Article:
Energy at MSC: Ship lighting upgrades

The following blog is part of an ongoing series on Military Sealift Command’s Energy Conservation program (ENCON), written by the MSC ENCON team. Although it is one of the most familiar energy-saving modifications – upgrading to energy-efficient lighting – switching to more efficient technology can generate significant benefits.

After analyzing what makes economic and safety sense, MSC is replacing lights in the habitability spaces and cargo holds of ships with high-efficiency alternatives to existing fluorescent and high-pressure sodium vapor lighting.

Before LED installation; photo taken on USNS Sisler (T-AKR 311) during Cargo Hold Lighting Retrofit Measurement & Verification Testing (2,384 watts)

Before LED installation; photo taken on USNS Sisler (T-AKR 311) during Cargo Hold Lighting Retrofit Measurement & Verification Testing (2,384 watts)

After LED installation; photo taken on USNS Sisler during Cargo Hold Lighting Retrofit Measurement & Verification Testing (1,327 watts, 44% savings)

After LED installation; photo taken on USNS Sisler during Cargo Hold Lighting Retrofit Measurement & Verification Testing (1,327 watts, 44% savings)

Although prices are coming down for energy-efficient lighting, it doesn’t always save money to replace lighting as soon as possible. To determine the right time to change, we balance the energy saved – based on the operating profile – against the cost of replacing the lights. For instance, in areas where lights are not on very often, it may make more sense to wait to replace all the lighting in that area until one goes out. As part of our analysis, we have been testing various types of lighting to demonstrate what works the best and to accurately measure the energy savings from replacing current lighting with more efficient lighting. Other trade-offs are between replacing lightbulbs and installing intelligent light switches.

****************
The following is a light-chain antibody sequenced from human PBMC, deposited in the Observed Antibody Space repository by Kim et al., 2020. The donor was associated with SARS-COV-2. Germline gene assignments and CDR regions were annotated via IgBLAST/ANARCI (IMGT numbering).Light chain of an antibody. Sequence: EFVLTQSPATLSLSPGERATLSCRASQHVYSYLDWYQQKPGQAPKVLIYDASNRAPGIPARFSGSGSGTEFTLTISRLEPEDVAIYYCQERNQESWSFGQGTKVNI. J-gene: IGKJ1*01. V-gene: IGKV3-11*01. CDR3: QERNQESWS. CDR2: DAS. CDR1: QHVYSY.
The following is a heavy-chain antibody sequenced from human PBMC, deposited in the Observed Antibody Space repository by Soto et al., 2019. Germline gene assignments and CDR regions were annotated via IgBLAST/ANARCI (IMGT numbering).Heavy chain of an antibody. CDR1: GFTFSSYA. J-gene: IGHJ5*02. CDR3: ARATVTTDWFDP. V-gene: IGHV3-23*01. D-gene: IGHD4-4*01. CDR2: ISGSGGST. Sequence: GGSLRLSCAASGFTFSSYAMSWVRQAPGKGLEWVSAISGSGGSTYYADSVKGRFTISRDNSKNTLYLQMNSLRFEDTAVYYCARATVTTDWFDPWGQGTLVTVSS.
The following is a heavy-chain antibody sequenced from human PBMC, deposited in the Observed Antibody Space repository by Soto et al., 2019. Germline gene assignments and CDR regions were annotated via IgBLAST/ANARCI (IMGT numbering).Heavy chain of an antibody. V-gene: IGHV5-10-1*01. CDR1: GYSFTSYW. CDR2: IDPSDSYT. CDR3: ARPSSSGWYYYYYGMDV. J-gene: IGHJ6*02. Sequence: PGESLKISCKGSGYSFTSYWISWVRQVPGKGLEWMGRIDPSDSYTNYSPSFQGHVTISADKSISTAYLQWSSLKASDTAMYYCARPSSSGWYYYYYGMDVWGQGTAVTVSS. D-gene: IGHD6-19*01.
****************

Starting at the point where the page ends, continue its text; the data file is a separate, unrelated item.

Two promising energy-efficient lighting alternatives are T8 fluorescent, and more recently, light-emitting diode (LED). Both T8s and LEDs use significantly less energy to produce the same luminance and have increased life expectancy over the T12 fluorescents. For an overview of these types of lights, see Fluorescent T8 vs. T12 Bulbs  and Fluorescent vs. LED Lighting .

Two ship classes that have received lighting upgrades are the T-AKR and T-AKE. Twelve T-AKR large, medium-speed, roll-on/roll-off ships have been retrofitted with T8 lighting in the habitability spaces. This new lighting will reduce the instantaneous lighting load of these fixtures by approximately 40 percent while providing similar lighting levels. This equates to an estimated fuel savings of approximately 400 barrels per year for USNS Dahl (T-AKR 312).

MSC ENCON recently supported the procurement of more than 17,000 LED lamps that will replace a portion of the T8 fluorescent lamps in the Navy’s 14 T-AKE dry cargo/ammunition ships. Currently, the lighting on board makes up four percent of the total class fuel usage, which equates to nearly $10.5M per year. Conservative cost analyses estimate a payback of the cost of procurement of the LED lamps in 2.1 years after installation.

In the original design of the vessels, the cargo hold lighting could only be shut off using circuit breakers that were not very conveniently located. The result? Lights were typically left on whether or not anyone was working in a cargo hold. The last four T-AKEs built were equipped with switches located in the vicinity of the holds, but the ENCON team oversaw another initiative to install cargo hold light switches on the other T-AKE vessels.

 

About jmarconi